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Leaders push to finish airport connector


Staff Report
Published Dec. 10, 2012

Area officials have renewed efforts for funding a 3.2-mile extension of the John Hardee Expressway, linking cargo operations at Columbia Metropolitan Airport to Interstate 26.

The State Transportation Commission approved a request of local leaders to allow the project to be possibly funded from a 1-cent sales tax hike proposed for Lexington County.

The commission had included the connector project as part of a $344 million bond package to fund five highway projects around the state.

“We were all very pleased the commission unbundled the five bond projects so each could stand on their own merit,” said Randy Halfacre, mayor of the town of Lexington and chairman of the MidState Chambers Coalition Commission.

The $76.8 million project would open up 100 acres of airport property for development and offer direct access for cargo carriers like UPS and FedEx to distribution centers near the interchange of interstates 26 and 77.

The first phase of the Hardee expressway, connecting Airport Boulevard and Platt Springs Road, was completed in 2004. Finding money to extend the route from the airport’s entrance to the interstate has been a struggle.

Completion of the expressway would improve traffic flow around the airport junction and connect the airport to industrial parks near interstates 77 and 26, according to documents filed by the Central Midlands Council of Governments.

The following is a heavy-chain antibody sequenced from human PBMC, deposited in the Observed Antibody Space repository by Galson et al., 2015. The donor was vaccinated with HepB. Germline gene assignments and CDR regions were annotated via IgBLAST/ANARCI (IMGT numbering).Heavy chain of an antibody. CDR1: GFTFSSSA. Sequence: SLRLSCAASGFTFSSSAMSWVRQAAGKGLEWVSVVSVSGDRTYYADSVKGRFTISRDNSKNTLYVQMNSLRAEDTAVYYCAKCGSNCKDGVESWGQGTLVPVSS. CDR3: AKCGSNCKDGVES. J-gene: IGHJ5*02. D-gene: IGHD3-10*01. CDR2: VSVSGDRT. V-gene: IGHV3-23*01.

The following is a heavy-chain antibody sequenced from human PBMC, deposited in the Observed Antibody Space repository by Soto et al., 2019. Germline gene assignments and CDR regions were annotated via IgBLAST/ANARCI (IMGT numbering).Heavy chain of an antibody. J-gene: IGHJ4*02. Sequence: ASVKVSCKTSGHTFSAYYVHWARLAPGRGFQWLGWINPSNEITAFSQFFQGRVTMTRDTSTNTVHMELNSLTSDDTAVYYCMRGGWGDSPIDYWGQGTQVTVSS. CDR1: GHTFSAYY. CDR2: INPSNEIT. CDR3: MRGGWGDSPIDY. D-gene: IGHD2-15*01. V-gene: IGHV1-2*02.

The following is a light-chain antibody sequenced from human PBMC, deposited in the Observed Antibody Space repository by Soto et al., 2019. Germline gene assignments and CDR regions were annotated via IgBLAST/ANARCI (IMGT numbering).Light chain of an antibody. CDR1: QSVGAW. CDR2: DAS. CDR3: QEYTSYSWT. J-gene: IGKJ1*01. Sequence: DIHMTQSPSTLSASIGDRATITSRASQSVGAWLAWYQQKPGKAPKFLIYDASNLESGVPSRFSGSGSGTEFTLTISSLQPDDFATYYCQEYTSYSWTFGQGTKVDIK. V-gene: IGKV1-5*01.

The route would connect the airport to the $313 million manufacturing facility that Nephron Pharmaceuticals is building as well as Amazon’s 1.25 million-square-foot fulfillment center at Saxe Gotha Industrial Park.

Amazon is a major UPS customer, the shipping company said.

When Atlanta-based UPS announced in 1994 it was building a regional hub at Columbia, local officials promised that the Hardee Expressway would connect the airport to the interstate, Halfacre said.

“Historically, the commitment to build the connector was part of the negotiations and promise given to UPS,” officials said in a letter to the commission.

For UPS, the second phase of the connector could save $500,000 a year in fuel and labor costs, according to studies.

Central Midlands already has approved $13.7 million in support of the project.

Including the first phase of the expressway, more than $41.7 million has been spent on the project. Phase II is estimated to cost $76.8 million, leaving a remainder of $63.1 million to be funded.

Officials say the project is “shovel-ready” and would be a boon to future regional growth as an industrial and distribution hub in South Carolina.

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